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DragonRuby Game Toolkit

An intuitive 2D game engine. Fast, cross-platform, tiny, hot loaded. · By DragonRuby

This engine lacks a stated license.

A topic by Colin EUMP created Jul 20, 2020 Views: 1,180 Replies: 5
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Yes, I know the main page mentions that it's an unrestricted free license, but that's not actually saying what the license is. There's a price tag on the engine, so it's clearly not copyleft. But the only thing I can find anywhere in the files is the license information for the dependencies. There's even a message at the top of that file discouraging people from actually reading it.

How can you call this a "professional grade" engine and not tell people what they're allowed to do with it? Admittedly, I would only be interested in a making a game with it and perhaps selling the game, but that's only because I'm not sure the engine is easy enough to use. Just last week I came to the understanding that it was fine, according to the license, to hand a copy of Pico-8 to a relative that lives with me so she could dabble in it a bit. I can't tell, even after scouring all the files, whether that'd be legal for me to do with this engine.


It's just two dudes working on it, what do you think they're going to do, sue you? Licensing intricacies are (rightly) not their main concern right now.


Two dudes are still capable of finding a lawyer, especially if any lawyers in their area have pro-bono work they're being encouraged to do. Plus, they refer to this engine on the game page as professional-grade while touting how easily it can export to closed consoles. Regardless of whether you or I care about licensing intricacies, the people who control those consoles definitely would.

Developer (2 edits) (+6)

We’re indies just like y’all. You’ve purchased the engine and can use it for commercial purposes with 0% royalties. The standard version is a one time purchase and the Pro version is a yearly subscription. Regardless of which you choose, you have to write to use the version of the engine you’ve purchased (the subscription is for receiving updates/newer versions).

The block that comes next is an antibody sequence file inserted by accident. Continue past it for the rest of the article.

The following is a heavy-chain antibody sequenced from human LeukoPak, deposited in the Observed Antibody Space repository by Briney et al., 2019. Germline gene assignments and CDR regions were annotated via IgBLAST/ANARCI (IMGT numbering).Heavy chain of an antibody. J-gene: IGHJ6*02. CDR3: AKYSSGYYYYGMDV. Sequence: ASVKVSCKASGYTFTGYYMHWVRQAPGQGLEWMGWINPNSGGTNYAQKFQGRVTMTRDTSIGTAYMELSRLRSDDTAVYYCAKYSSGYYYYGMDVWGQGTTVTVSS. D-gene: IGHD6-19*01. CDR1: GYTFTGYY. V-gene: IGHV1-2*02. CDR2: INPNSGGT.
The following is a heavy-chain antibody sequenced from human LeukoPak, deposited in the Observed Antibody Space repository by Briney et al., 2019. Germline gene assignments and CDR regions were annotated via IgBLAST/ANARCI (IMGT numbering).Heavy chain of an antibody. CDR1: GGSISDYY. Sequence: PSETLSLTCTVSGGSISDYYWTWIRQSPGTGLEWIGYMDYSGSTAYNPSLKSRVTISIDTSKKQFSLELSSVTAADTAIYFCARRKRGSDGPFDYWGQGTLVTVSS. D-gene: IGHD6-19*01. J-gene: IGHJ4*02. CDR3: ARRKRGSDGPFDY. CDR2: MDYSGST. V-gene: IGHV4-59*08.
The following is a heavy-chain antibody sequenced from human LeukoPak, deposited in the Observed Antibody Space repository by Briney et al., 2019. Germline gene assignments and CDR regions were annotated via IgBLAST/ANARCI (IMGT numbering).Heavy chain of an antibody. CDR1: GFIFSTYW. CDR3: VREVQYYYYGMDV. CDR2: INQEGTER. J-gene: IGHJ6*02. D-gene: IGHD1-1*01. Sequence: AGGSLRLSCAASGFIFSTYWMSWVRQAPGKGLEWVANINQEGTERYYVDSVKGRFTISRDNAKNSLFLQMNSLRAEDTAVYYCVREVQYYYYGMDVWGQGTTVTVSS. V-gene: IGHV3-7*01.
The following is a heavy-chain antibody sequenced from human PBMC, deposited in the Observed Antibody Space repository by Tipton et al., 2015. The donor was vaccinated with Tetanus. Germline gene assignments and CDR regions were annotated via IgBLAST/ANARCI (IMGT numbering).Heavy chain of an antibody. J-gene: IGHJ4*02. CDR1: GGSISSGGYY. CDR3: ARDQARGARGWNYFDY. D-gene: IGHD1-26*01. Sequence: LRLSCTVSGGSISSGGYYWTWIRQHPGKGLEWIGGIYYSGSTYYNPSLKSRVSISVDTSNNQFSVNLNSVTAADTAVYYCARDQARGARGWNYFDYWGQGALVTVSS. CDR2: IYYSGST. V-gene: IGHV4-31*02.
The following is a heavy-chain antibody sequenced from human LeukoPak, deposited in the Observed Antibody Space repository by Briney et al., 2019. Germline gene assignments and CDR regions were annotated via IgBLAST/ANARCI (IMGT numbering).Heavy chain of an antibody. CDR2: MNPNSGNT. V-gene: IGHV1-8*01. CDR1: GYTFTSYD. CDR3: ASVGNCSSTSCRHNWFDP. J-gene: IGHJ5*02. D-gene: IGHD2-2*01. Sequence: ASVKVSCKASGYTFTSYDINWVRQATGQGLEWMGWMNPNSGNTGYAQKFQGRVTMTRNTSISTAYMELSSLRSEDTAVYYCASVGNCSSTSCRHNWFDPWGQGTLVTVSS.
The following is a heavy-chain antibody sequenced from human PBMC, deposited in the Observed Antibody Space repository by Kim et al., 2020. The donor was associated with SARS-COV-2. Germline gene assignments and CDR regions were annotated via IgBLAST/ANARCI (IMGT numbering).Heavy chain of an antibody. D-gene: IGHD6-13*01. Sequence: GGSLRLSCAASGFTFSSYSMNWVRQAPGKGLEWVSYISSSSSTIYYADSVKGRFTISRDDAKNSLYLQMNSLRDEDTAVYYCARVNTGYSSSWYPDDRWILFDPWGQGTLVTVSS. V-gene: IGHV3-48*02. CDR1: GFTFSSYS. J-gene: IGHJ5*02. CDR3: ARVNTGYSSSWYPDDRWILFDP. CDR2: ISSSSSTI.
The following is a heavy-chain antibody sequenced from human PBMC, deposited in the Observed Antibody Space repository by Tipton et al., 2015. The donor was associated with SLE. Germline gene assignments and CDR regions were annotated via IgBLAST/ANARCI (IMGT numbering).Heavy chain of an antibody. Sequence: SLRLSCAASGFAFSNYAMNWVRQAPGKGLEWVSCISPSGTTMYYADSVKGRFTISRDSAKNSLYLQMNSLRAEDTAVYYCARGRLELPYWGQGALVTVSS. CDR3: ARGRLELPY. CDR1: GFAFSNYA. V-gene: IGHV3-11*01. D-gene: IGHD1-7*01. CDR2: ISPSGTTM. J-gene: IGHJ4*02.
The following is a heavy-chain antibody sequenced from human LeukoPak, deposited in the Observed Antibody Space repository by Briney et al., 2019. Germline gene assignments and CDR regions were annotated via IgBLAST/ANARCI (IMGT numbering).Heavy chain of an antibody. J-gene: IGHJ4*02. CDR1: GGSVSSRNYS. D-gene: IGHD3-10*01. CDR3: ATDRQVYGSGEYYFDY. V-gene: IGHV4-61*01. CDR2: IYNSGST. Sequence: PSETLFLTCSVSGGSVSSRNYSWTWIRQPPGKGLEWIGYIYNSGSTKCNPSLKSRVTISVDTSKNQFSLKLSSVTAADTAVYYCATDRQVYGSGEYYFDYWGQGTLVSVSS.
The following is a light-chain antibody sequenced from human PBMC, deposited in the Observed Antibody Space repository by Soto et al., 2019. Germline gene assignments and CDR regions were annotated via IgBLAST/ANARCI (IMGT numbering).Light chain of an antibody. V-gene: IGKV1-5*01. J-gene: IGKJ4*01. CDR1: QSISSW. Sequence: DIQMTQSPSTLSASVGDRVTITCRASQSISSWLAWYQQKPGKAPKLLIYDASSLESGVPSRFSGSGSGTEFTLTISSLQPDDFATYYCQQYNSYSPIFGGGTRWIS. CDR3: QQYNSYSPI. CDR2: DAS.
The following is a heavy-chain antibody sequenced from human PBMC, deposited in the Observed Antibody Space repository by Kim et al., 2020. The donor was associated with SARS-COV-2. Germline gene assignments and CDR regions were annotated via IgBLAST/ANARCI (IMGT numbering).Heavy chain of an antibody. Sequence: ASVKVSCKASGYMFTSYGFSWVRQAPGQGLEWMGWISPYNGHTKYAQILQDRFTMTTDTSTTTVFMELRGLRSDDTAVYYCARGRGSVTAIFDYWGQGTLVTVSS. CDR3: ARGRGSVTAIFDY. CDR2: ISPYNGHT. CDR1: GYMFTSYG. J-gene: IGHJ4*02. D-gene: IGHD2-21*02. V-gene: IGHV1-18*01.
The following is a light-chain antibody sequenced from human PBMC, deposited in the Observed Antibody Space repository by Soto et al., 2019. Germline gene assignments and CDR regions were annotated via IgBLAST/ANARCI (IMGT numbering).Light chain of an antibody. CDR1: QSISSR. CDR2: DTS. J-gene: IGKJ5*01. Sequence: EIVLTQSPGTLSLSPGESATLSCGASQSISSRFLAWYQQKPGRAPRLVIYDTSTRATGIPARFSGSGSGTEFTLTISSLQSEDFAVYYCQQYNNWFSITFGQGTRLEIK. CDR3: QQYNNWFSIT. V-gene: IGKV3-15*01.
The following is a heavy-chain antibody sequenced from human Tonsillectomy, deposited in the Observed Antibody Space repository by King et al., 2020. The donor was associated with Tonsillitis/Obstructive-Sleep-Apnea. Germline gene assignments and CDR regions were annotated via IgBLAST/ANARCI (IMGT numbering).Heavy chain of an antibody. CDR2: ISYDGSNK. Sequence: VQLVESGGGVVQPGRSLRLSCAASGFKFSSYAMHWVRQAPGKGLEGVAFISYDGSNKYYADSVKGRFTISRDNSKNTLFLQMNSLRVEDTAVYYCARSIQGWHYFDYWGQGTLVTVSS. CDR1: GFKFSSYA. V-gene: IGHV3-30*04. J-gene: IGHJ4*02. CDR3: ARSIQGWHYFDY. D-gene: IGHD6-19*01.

We’ll put that in a EULA.txt file.

But the bottom line: we’re not trying to screw you over and want you to succeed as an indie.

You should only use the engine if you believe the statement above.

@Colin EUMP
CopyLeft does NOT mean NO Royalties. If a developer uses the GPLv2, GPLv3, or AGPL, they can still make you pay for it before handing you the source code. It does NOT have to be free to access, just that the source code is handed out.

This is drifting off topic, but I feel this is rather important to point out : that's not what "royalty" means. A royalty is a payment for continuous use of something. It is not payment for initial access or initial modification of the thing. That's why they tend to be percentages of the profit of a larger commercial work. GPL allows charges for modification and distribution but it definitely doesn't allow charging for the actual use of it.

Also to clarify since I'm replying anyway, I meant that implication in context. It is completely pointless to require payment to digitally access a GPL work, since the person then can just release the work for free themselves. The reasons one would want to require payment for access are either because a physical copy always costs money somehow to create or as a symbolic way to charge for the service to the community at large, neither of which apply here.

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